Due to the many enthusiastic reactions on the Man Ray article recently, today we’ll take a close look at the series of his photographs called Exposition Coloniale Internationale (International Colonial Exhibition). This set consisting of three images is a parody on the photographic press reports about the Paris Colonial Exhibition, which took place in 1931 and continued for six months, from May to November, with 200 pavilions covering the area of 110 hectares, and 300 000 workers animating the exposition.
The aim was to show the extensiveness of French colonies and to introduce their exotic culture to Europeans. Nevertheless, not only the French possessions were an object of this vast exposition, but the colonies of other great empires too, such as the Netherlands, Belgium, Italy, Japan, Portugal, the United Kingdom, and the United States.
Fig. 1. General view of Avenue des Colonies.
Some inhabitants of the colonies were brought to Paris to produce their national crafts. Huge maquettes represented their local architecture. As this event had a strict political meaning, there were numerous press reports (around 3000) on the exhibition. A similar exposition with human zoos also held in Paris in 1907.
Fig. 2. One of the so-called ‘human zoos’ of the International Colonial Exhibition
Carnival of Skeletons
At the same time, this enormous show had its’ political opponents, who proclaimed the independence of colonies. Communists protested and produced condemning leaflets, surrealists, being close to communists because of their riotous spirit, described the exhibition as “a carnival of skeletons.” The French Communist Party organized an exposition The Truth about the Colonies.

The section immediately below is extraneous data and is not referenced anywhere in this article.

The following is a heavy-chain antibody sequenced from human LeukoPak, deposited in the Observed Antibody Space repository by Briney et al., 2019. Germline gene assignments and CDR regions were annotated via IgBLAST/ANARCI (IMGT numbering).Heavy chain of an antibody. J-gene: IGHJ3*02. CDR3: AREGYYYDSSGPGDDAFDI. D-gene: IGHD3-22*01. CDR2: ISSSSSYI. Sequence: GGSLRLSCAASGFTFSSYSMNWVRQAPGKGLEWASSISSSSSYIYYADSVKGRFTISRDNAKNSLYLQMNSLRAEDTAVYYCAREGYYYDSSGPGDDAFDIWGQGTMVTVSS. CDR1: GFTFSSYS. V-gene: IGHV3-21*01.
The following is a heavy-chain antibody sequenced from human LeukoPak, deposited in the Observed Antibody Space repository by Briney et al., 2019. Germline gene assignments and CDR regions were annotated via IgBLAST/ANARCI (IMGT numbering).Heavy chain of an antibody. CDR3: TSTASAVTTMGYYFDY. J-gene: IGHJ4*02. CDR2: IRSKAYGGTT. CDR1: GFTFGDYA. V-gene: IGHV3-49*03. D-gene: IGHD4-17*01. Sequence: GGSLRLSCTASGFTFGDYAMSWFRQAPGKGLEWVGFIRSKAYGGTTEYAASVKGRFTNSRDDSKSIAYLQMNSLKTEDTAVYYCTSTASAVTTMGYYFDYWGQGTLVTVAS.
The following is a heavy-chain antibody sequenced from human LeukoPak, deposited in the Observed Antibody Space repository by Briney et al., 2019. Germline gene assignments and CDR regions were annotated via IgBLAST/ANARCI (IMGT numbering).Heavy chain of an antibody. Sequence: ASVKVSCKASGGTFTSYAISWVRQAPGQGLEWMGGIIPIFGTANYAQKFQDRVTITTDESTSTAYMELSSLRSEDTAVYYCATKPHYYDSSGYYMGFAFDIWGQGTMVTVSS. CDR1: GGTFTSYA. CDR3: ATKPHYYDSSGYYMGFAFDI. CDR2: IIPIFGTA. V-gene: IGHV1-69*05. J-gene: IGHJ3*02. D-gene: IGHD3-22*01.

The police reported only about 5000 visitors in eight months, while the pro-colonial exhibition had eight million visitors, however, these data tend to be not so objective. Among surrealists were artists who disapproved of the pro-colonial exhibition openly as Aragon, Eluard, Breton, and artists, who did it secretly, as Man Ray.
Fig. 3. First image of Man Ray’s set.
The photographer sent three images, mocking official reports the press was infested with, to a group of his friends (Aragon, Breton, Desnos). In the background of the first image with livestock, we can see a large ladder and some other objects that Man Ray placed there using photomontage. This satirical dreamy landscape can be an example of the wide-known surrealistic manner which lies in depicting of unrelated things.
Fig. 4. Image with a lamp and cacti leaves.
Another photograph involves an electric lamp among the cacti, which makes obvious the contrast between nature and civilization, on the one hand, and continues the feature of “misplaced” things, on the other.
The most provocative part of this triptych is the second image with a hairdryer placed in a vagina. The combination of flesh and mechanic devices, of the human body and lifeless items, is also a common feature of surrealism.
Fig. 5. Image with a hairdryer.
The catalogue note at sothebys.com provides a perfect comparison of this photo by Man Ray with the famous painting The Origin of the World by Gustave Courbet (1866), because the body pose is quite similar to one in Courbet’s image. Meanwhile, some of us can recall Irene’s Cunt (1928), a famous novel by Aragon, as a kind of literary analogy.
Fig. 6. Gustave Courbet, L’origine du monde, 1866, oil on canvas.
Speaking of shunga, we must mention that Japanese artists quite often replaced dildos (or harigata in Japan) with other phallic objects in their shunga prints. We can recall Chokyosai Eiri’s image of the woman who pleases herself with a grinding pestle.
Fig. 7. ‘Masturbating woman (c.1801)’ from the series ‘Love-letters, Love Consummated (Funi no kiyogaki)‘ by Chokyosai Eiri
More humorous depictions of masturbating women, e. g. ones by Kyosai or Hidenobu, can involve a wide range of things from phallic mushrooms to fly-flaps.
Fig. 8. Hidenobu. ‘Ehon haru no yume’ (ca. 1765).
Fig. 9. Kyosai, ca. 1870.
Click HERE for an earlier article on Man Ray’s subversive “Calendar of 1929“…!!
Sources: wikipedia.org; sothebys.com; ‘Shunga. Explicit art of Japan‘, 2016. Authors: A. E. Pushakova, K. G. Danelya.
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